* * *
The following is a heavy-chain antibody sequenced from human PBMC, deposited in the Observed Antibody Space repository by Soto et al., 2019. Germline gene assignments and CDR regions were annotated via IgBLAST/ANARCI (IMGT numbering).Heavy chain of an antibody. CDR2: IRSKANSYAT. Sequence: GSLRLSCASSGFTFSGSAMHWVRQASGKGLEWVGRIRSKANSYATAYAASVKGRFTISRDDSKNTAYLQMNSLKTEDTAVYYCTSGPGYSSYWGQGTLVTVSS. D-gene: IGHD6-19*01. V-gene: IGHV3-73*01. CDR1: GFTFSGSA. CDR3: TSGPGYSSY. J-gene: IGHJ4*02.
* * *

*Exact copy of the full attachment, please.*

The following is a heavy-chain antibody sequenced from human PBMC, deposited in the Observed Antibody Space repository by Soto et al., 2019. Germline gene assignments and CDR regions were annotated via IgBLAST/ANARCI (IMGT numbering).Heavy chain of an antibody. CDR2: IRSKANSYAT. Sequence: GSLRLSCASSGFTFSGSAMHWVRQASGKGLEWVGRIRSKANSYATAYAASVKGRFTISRDDSKNTAYLQMNSLKTEDTAVYYCTSGPGYSSYWGQGTLVTVSS. D-gene: IGHD6-19*01. V-gene: IGHV3-73*01. CDR1: GFTFSGSA. CDR3: TSGPGYSSY. J-gene: IGHJ4*02.